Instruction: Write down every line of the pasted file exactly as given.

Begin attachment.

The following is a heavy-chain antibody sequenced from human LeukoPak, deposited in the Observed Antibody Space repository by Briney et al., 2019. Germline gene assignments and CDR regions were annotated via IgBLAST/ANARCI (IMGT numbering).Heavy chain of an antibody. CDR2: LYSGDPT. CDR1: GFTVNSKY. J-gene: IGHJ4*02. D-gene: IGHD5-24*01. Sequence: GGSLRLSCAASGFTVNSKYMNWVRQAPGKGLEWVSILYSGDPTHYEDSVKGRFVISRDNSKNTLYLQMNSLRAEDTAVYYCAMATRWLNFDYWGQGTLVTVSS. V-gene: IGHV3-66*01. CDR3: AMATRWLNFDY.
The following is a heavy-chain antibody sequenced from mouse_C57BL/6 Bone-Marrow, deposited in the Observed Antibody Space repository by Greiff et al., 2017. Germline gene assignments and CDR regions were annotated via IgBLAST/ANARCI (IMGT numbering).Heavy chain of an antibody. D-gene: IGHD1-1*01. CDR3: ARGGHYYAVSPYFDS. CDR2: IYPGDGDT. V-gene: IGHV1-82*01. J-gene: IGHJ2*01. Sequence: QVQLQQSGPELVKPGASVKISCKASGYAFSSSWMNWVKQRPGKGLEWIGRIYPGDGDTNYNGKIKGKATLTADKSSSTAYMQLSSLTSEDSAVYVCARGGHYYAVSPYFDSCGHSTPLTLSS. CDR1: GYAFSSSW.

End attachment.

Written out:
The following is a heavy-chain antibody sequenced from human LeukoPak, deposited in the Observed Antibody Space repository by Briney et al., 2019. Germline gene assignments and CDR regions were annotated via IgBLAST/ANARCI (IMGT numbering).Heavy chain of an antibody. CDR2: LYSGDPT. CDR1: GFTVNSKY. J-gene: IGHJ4*02. D-gene: IGHD5-24*01. Sequence: GGSLRLSCAASGFTVNSKYMNWVRQAPGKGLEWVSILYSGDPTHYEDSVKGRFVISRDNSKNTLYLQMNSLRAEDTAVYYCAMATRWLNFDYWGQGTLVTVSS. V-gene: IGHV3-66*01. CDR3: AMATRWLNFDY.
The following is a heavy-chain antibody sequenced from mouse_C57BL/6 Bone-Marrow, deposited in the Observed Antibody Space repository by Greiff et al., 2017. Germline gene assignments and CDR regions were annotated via IgBLAST/ANARCI (IMGT numbering).Heavy chain of an antibody. D-gene: IGHD1-1*01. CDR3: ARGGHYYAVSPYFDS. CDR2: IYPGDGDT. V-gene: IGHV1-82*01. J-gene: IGHJ2*01. Sequence: QVQLQQSGPELVKPGASVKISCKASGYAFSSSWMNWVKQRPGKGLEWIGRIYPGDGDTNYNGKIKGKATLTADKSSSTAYMQLSSLTSEDSAVYVCARGGHYYAVSPYFDSCGHSTPLTLSS. CDR1: GYAFSSSW.